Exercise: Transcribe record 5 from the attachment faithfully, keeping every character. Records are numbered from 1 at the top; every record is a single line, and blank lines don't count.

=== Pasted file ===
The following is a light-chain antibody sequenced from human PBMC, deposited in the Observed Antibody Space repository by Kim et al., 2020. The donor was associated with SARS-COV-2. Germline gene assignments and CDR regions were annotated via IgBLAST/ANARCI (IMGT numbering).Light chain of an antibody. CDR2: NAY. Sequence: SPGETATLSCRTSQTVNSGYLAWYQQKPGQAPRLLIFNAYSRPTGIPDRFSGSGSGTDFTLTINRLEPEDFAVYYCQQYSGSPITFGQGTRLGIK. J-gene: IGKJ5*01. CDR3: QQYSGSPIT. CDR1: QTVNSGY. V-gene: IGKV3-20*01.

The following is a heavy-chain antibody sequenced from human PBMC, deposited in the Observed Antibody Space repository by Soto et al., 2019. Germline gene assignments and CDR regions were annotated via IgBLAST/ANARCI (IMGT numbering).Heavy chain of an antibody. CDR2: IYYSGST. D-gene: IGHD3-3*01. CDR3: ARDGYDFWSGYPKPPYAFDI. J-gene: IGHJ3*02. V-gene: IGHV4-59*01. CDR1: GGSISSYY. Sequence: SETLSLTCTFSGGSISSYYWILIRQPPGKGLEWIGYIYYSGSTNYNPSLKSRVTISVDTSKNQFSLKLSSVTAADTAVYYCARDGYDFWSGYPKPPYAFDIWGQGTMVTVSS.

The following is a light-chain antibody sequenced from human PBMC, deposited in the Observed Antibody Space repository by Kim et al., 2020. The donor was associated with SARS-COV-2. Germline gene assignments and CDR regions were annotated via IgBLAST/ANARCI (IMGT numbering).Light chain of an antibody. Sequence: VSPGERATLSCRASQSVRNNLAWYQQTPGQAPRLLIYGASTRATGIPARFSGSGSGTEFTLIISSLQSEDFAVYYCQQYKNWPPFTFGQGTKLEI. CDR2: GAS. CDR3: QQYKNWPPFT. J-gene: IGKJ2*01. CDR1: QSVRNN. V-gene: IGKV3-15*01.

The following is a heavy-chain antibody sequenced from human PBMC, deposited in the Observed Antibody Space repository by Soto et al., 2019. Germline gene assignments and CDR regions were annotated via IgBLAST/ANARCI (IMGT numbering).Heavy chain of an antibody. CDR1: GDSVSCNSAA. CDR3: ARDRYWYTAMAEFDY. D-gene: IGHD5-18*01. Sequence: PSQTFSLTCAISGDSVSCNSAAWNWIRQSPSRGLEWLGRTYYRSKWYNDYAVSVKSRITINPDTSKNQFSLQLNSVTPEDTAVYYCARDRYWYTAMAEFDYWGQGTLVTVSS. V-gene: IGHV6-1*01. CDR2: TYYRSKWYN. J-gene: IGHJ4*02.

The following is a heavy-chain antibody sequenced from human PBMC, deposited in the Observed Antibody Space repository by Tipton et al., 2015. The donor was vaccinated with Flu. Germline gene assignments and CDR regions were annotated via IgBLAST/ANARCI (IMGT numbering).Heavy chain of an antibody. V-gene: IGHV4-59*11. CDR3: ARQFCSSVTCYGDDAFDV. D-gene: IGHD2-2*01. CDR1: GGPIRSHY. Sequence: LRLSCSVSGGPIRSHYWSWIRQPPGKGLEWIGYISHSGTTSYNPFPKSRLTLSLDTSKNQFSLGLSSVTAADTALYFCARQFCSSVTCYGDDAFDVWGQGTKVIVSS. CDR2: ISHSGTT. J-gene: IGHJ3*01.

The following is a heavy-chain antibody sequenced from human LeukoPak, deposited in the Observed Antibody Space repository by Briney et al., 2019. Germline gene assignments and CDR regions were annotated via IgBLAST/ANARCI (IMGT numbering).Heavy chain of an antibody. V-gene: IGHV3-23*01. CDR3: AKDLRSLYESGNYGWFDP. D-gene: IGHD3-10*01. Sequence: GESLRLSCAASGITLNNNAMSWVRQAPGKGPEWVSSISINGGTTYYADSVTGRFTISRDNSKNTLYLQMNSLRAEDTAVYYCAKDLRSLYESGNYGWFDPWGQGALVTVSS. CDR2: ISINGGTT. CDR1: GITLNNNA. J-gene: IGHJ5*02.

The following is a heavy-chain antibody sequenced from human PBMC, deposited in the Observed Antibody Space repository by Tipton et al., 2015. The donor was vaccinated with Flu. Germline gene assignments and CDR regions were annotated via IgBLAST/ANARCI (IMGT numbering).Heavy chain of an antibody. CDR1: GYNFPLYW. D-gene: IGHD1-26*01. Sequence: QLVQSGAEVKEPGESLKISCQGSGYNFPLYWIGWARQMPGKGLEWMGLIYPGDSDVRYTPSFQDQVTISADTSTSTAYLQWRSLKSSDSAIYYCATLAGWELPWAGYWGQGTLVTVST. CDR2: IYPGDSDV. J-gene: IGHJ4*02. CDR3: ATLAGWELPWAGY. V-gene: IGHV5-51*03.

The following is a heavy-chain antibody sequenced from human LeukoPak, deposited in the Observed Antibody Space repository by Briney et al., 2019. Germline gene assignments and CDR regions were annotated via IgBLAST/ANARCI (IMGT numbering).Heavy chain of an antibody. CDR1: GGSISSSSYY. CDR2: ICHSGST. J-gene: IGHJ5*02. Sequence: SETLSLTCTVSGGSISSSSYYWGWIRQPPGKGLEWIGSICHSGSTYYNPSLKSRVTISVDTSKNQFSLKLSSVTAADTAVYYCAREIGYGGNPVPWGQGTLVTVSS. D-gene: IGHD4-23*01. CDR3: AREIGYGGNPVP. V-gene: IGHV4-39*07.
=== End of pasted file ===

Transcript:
The following is a heavy-chain antibody sequenced from human PBMC, deposited in the Observed Antibody Space repository by Tipton et al., 2015. The donor was vaccinated with Flu. Germline gene assignments and CDR regions were annotated via IgBLAST/ANARCI (IMGT numbering).Heavy chain of an antibody. V-gene: IGHV4-59*11. CDR3: ARQFCSSVTCYGDDAFDV. D-gene: IGHD2-2*01. CDR1: GGPIRSHY. Sequence: LRLSCSVSGGPIRSHYWSWIRQPPGKGLEWIGYISHSGTTSYNPFPKSRLTLSLDTSKNQFSLGLSSVTAADTALYFCARQFCSSVTCYGDDAFDVWGQGTKVIVSS. CDR2: ISHSGTT. J-gene: IGHJ3*01.